One of Us Is Lying succeeds where many other books tend to fail-providing an equal amount of personal information and case information. Many other stories tend to get carried away with the character’s personal lives and sideline the case until the very end. However, One of Us Is Lying manages to equally distribute both parts throughout the story. This book does have some thematic elements in it, but nothing too serious; I would urge only ages 14 and up to read it. I devoured this book in one sitting, and thought about it for days afterwards. It is my belief that no book can be
perfect, but this book was near perfect. I highly recommend this book for anyone who enjoys murder and/or mysteries, and it is my hope that you will find it as exciting and intriguing as I did.

Upcoming teen releases in 2019 that I’m looking forward to reading!

(listed in no particular order. All links go to http://www.goodreads.com as it is too early for them to be listed in the library’s catalog.)

The Gilded Wolves by Roshani Chokshi

You Asked for Perfect by Laura Silverman

The Girl King by Mimi Yu

Sleepless v.2 by Sarah Vaughn

Ninth House by Leigh Bardugo

Sherwood by Meagan Spooner

Internment by Samira Ahmed

 

waking-cropped

How does one cope with senseless violence? Join us for a documentary about how one community worked together to overcome tragedy, stand up to hate, and create a safe town for all, after worshipers at a Sikh temple were killed by a white supremacist. A guided discussion afterwards will help people reflect on the film and current events.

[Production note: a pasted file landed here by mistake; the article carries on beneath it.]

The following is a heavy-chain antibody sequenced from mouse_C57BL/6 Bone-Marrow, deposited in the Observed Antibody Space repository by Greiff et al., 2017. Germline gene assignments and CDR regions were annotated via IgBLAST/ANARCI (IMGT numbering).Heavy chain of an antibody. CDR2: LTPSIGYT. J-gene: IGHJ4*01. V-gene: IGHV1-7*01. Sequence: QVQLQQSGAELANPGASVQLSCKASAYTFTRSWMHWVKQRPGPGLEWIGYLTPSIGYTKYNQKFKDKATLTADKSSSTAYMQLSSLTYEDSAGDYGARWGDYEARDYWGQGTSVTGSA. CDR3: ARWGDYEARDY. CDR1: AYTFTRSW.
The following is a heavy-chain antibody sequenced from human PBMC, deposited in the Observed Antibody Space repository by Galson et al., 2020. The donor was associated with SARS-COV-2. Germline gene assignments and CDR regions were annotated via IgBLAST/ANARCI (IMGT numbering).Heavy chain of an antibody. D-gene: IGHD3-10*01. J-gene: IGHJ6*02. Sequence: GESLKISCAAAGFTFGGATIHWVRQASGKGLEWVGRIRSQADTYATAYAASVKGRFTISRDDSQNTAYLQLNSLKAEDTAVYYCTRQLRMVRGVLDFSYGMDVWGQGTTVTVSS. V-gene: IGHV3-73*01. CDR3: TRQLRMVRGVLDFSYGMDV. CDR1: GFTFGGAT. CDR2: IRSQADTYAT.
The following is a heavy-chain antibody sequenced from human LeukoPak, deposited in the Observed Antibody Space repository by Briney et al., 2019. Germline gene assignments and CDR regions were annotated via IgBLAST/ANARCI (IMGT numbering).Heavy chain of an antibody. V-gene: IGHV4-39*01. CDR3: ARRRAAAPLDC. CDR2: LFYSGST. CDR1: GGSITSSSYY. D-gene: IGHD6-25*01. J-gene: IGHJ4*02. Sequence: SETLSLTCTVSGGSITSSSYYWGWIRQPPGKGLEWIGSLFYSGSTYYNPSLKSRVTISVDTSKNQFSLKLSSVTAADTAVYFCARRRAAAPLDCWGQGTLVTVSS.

Waking in Oak Creek Film Screening and Discussion
Thursday, November 15th

6:00 – 7:30 p.m.
Virginia Bennett Room

Waking in Oak Creek” depicts the year following a tragic hate crime at a Sikh temple in suburban Wisconsin, as thousands gather for vigils and community events to honor the victims and seek connection. Together, a community rocked by hate is awakened and transformed by the Sikh spirit of relentless optimism.

The documentary is 35 minutes long and will be followed by a discussion led by a representative from Jakara Movement, a grassroots community-building organization. This event is in honor of United Against Hate week, visit their website for more events happening in communities around the Bay Area.

 

Can’t make the event, but want to know more about strengthening community, teaching tolerance, and respecting diversity? Then check out the following book lists:

 

Children’s book list for United Against Hate: Children’s books about being kind, accepting, and inclusive towards everyone